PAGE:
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Albert Clanton Spaulding Distinguished University Professor of Anthropology; Curator of Near Eastern Archaeology, Museum of Anthropological Archaeology
4044 Museum of Anthropology, 1109 Geddes Ave., Ann Arbor, MI, 48109-1079
Office Location(s): 4044 Museums
Henry T. Wright is Professor of Anthropology at the Department of Anthropology and Curator of Near Eastern Archaeology at the Museum of Anthropological Archaeology. His earliest archaeological research was on the shores of the Chesapeake Bay and in the Appalachians, recording the remains of prehistoric camp and village sites, and learning to view the past in regional and ecological perspectives. He came to the University of Michigan as an undergraduate, and worked for the Museum of Anthropology on prehistoric archeological sites in the Midwest and in France. At the University of Chicago, he was introduced to the ancient Near East, the planet's earliest civilization by Robert Adams. He researched Early Urban systems in southern Iraq for his Ph.D. dissertation and returned to Ann Arbor to join the staff at the Museum of Anthropology as it was being transformed from a program concerned largely with North America into an international program focused on comparative evolutionary studies of the early complex societies throughout the planet. He spent many years doing fieldwork in the mountains and lowlands of Southern Iran, studying the development of the first state administrations and urban economies between 4500 B.C.and 2500 B.C. The revolution in Iran stopped archaeological research. He then decided to commence a program on the development of the more recent –but poorly understood-- civilization on Madagascar. With the help of archaeologists from Madagascar, France, Sweden and the U.S. and of many enthusiastic Malagasy students, he pursued a program of archaeological exploration and research all over this fascinating mini-continent and on the nearby Comoro Islands. Throughout this time he has been a Research Associate of the Musee d'Art et d'Archeologie in Antananarivo. Much of this work has been done with paleoecologists trying to understand changes in Madagascar's unusual ecosystems. The theoretical constructs we have built in Madagascar help us to understand the earliest civilizations that arose millennia earlier in places like Mesopotamia and Mesoamerica. Wright continues research today on Early Mesopotamia, in Turkey and Syria. He is affiliated with the Santa Fe Institute for the study of complex systems.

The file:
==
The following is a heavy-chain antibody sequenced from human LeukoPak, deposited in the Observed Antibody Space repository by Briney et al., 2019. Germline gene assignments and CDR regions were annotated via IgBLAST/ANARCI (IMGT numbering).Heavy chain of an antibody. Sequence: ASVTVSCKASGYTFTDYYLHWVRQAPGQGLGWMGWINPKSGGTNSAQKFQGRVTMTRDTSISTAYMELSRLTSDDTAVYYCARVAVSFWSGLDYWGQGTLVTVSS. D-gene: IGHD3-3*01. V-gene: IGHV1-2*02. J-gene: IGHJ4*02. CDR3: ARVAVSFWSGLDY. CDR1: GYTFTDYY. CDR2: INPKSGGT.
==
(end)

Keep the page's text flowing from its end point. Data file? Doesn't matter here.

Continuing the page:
101 West Hall1085 S. University Ave.
Ann Arbor, Michigan